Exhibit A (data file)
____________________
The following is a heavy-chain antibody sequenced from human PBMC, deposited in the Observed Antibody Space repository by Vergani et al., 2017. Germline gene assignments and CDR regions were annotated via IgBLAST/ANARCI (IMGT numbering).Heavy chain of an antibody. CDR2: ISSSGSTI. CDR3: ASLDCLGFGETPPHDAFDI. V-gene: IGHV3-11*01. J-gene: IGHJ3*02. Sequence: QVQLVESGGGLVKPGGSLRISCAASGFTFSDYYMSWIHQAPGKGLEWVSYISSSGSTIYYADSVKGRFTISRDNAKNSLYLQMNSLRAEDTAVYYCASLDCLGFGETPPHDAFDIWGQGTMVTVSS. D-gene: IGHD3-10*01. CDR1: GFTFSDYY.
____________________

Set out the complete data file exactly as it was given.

The following is a heavy-chain antibody sequenced from human PBMC, deposited in the Observed Antibody Space repository by Vergani et al., 2017. Germline gene assignments and CDR regions were annotated via IgBLAST/ANARCI (IMGT numbering).Heavy chain of an antibody. CDR2: ISSSGSTI. CDR3: ASLDCLGFGETPPHDAFDI. V-gene: IGHV3-11*01. J-gene: IGHJ3*02. Sequence: QVQLVESGGGLVKPGGSLRISCAASGFTFSDYYMSWIHQAPGKGLEWVSYISSSGSTIYYADSVKGRFTISRDNAKNSLYLQMNSLRAEDTAVYYCASLDCLGFGETPPHDAFDIWGQGTMVTVSS. D-gene: IGHD3-10*01. CDR1: GFTFSDYY.